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Capitals have no problems putting pucks in net, but defence is an issue already

The Canadian Press
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In this May 11, 2009 file photo, Washington Capitals coach Bruce Boudreau disagrees with a referee\'s call during the third period against the Pittsburgh Penguins in Game 6 of an NHL hockey second-round playoff series, in Pittsburgh. (THE ASSOCIATED PRESS/Gene J. Puskar, FILE) Author: The Hockey News

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Capitals have no problems putting pucks in net, but defence is an issue already

The Canadian Press
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ARLINGTON, Va. - For the first time in nearly two years as coach of the Washington Capitals, Bruce Boudreau stayed off the ice during practice.

Where was he Friday morning, while owner Ted Leonsis kept a watchful eye on the workout from a balcony overlooking the rink? Poring over a 4-3 loss to the New York Rangers from the night before, splicing together video to show his players the things they're doing wrong.

Boudreau was quite critical of his team right after the defeat, and he was again Friday, making clear that everyone needs to be as excited about keeping pucks out of their own net as they are about putting pucks in the opponent's.

"Sometimes they get wound up in doing one thing, and they forget the other," Boudreau said. "I've never been around a group that cared so much about winning and how every loss affects them. It's just that we're making mistakes that teams make, and we want to correct it in Game 4 rather than Game 44."

With two-time league MVP Ovechkin leading the way, the Capitals do not need to worry too much about scoring goals. Preventing them? That's a whole other story right now.

Entering Friday, the reigning Southeast Division champions led the NHL with 18 goals through four games. But here's the problem: They also were tied for the most goals allowed, 15 - and more than half of those have come after the start of the third period.

Heading into Saturday's game at the Detroit Red Wings, the Capitals have lost two games in a row, one in overtime, following two season-opening victories - and they were ahead with about 10 minutes to go in the third period of both losses.

"You can't be doing that. You can't be giving up third-period leads. You've got to hold onto it, somehow, some way," defenceman Tom Poti said. "We have to tighten up as a team and play team defence. Can't be looking for that extra goal."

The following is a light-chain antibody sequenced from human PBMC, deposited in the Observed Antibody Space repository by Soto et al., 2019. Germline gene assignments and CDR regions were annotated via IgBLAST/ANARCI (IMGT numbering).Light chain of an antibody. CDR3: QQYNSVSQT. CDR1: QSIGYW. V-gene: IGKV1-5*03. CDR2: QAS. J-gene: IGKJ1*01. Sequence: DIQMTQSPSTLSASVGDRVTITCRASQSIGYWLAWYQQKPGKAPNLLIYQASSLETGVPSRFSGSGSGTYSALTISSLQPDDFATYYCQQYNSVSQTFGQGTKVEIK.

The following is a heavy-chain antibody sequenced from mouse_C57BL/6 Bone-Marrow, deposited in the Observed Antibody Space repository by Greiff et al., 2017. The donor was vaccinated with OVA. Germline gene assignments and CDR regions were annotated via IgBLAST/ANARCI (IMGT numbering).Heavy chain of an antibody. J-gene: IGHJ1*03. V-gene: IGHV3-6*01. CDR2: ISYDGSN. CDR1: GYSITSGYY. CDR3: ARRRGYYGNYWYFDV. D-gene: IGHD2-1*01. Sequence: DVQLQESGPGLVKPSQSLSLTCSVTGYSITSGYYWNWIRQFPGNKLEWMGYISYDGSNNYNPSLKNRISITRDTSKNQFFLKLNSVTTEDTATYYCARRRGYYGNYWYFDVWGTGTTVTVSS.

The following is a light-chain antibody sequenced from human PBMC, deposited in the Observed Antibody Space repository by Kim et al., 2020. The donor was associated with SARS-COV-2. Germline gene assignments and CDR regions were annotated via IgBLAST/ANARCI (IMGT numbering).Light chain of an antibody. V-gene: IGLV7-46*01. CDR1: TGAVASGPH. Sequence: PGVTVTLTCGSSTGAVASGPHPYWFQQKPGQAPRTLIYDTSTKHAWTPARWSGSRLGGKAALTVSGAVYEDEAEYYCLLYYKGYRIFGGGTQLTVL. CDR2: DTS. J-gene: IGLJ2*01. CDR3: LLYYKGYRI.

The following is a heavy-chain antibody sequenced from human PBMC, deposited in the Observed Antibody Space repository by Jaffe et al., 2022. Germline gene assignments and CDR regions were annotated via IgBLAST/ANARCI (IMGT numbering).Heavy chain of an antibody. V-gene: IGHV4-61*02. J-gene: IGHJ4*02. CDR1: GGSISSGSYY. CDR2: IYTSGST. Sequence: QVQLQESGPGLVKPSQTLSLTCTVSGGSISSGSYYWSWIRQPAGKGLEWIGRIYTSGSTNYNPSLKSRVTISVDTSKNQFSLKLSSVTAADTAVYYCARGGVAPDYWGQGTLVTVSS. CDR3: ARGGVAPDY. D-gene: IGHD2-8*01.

At the offensive end, it's not as though Ovechkin has been doing it by himself. He's getting plenty of help.

Centre Nicklas Backstrom topped the league with 10 points after Thursday, the first NHL player since 2006 to accumulate that many through four games. Ovechkin and Alexander Semin were tied for second with nine points apiece.

Backstrom, who scored twice against the Rangers, also was tied atop the league with eight assists. Ovechkin and Semin were tied for the league lead in goals with five.

After Thursday's setback, Boudreau took verbal jabs at goalie Jose Theodore, his defencemen as a group and his third-and fourth-line forwards.

On Friday, Boudreau questioned his players' "work ethic" and made the distinction between high-talent players and high-effort players - a message that appeared to be pointed at Ovechkin and Semin.

"Individuals do not win (Stanley) Cups. They can win individual games, but they will not win over the long haul. So we all have to play the same way without the puck," Boudreau said.

"We got outworked in certain situations last night, and I think that's a coach's biggest nightmare - when another team outworks you," Boudreau added. "Sometimes you have to show it on the video in front of everybody for certain people to get the message."

NOTES: RW Eric Fehr opened the season on injured reserve after off-season operations on both shoulders, and he originally was told he'd be heading to minor league affiliate Hershey for conditioning work. But Boudreau kept him with the Capitals and said Fehr could play against Detroit. "He's a big-bodied guy, and he's practised well," Boudreau said.

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Capitals have no problems putting pucks in net, but defence is an issue already